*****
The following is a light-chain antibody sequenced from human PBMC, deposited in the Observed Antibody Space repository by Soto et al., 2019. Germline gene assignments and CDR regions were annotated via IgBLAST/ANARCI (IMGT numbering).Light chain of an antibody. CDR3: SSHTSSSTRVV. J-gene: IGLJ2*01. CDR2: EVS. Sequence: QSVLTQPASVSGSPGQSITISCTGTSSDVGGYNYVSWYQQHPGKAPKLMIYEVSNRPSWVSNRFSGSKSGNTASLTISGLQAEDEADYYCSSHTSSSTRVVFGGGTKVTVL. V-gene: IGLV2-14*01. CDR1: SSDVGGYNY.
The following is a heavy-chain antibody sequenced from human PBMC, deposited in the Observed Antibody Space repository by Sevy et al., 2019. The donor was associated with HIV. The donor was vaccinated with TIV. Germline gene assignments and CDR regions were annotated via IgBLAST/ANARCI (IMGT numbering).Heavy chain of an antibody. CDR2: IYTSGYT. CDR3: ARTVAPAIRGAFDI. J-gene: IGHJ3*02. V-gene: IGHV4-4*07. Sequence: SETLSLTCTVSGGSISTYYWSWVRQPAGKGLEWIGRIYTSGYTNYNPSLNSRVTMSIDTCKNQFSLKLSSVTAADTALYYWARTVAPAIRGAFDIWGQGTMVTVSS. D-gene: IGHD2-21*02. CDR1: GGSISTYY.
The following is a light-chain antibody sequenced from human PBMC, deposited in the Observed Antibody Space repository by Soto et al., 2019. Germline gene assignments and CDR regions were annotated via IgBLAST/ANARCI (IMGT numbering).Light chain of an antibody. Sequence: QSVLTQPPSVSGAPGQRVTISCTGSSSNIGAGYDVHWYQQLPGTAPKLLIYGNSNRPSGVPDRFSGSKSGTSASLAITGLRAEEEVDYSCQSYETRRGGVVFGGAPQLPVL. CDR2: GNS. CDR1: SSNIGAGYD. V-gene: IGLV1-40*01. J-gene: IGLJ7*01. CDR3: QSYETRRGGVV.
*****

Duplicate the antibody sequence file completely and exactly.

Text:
The following is a light-chain antibody sequenced from human PBMC, deposited in the Observed Antibody Space repository by Soto et al., 2019. Germline gene assignments and CDR regions were annotated via IgBLAST/ANARCI (IMGT numbering).Light chain of an antibody. CDR3: SSHTSSSTRVV. J-gene: IGLJ2*01. CDR2: EVS. Sequence: QSVLTQPASVSGSPGQSITISCTGTSSDVGGYNYVSWYQQHPGKAPKLMIYEVSNRPSWVSNRFSGSKSGNTASLTISGLQAEDEADYYCSSHTSSSTRVVFGGGTKVTVL. V-gene: IGLV2-14*01. CDR1: SSDVGGYNY.
The following is a heavy-chain antibody sequenced from human PBMC, deposited in the Observed Antibody Space repository by Sevy et al., 2019. The donor was associated with HIV. The donor was vaccinated with TIV. Germline gene assignments and CDR regions were annotated via IgBLAST/ANARCI (IMGT numbering).Heavy chain of an antibody. CDR2: IYTSGYT. CDR3: ARTVAPAIRGAFDI. J-gene: IGHJ3*02. V-gene: IGHV4-4*07. Sequence: SETLSLTCTVSGGSISTYYWSWVRQPAGKGLEWIGRIYTSGYTNYNPSLNSRVTMSIDTCKNQFSLKLSSVTAADTALYYWARTVAPAIRGAFDIWGQGTMVTVSS. D-gene: IGHD2-21*02. CDR1: GGSISTYY.
The following is a light-chain antibody sequenced from human PBMC, deposited in the Observed Antibody Space repository by Soto et al., 2019. Germline gene assignments and CDR regions were annotated via IgBLAST/ANARCI (IMGT numbering).Light chain of an antibody. Sequence: QSVLTQPPSVSGAPGQRVTISCTGSSSNIGAGYDVHWYQQLPGTAPKLLIYGNSNRPSGVPDRFSGSKSGTSASLAITGLRAEEEVDYSCQSYETRRGGVVFGGAPQLPVL. CDR2: GNS. CDR1: SSNIGAGYD. V-gene: IGLV1-40*01. J-gene: IGLJ7*01. CDR3: QSYETRRGGVV.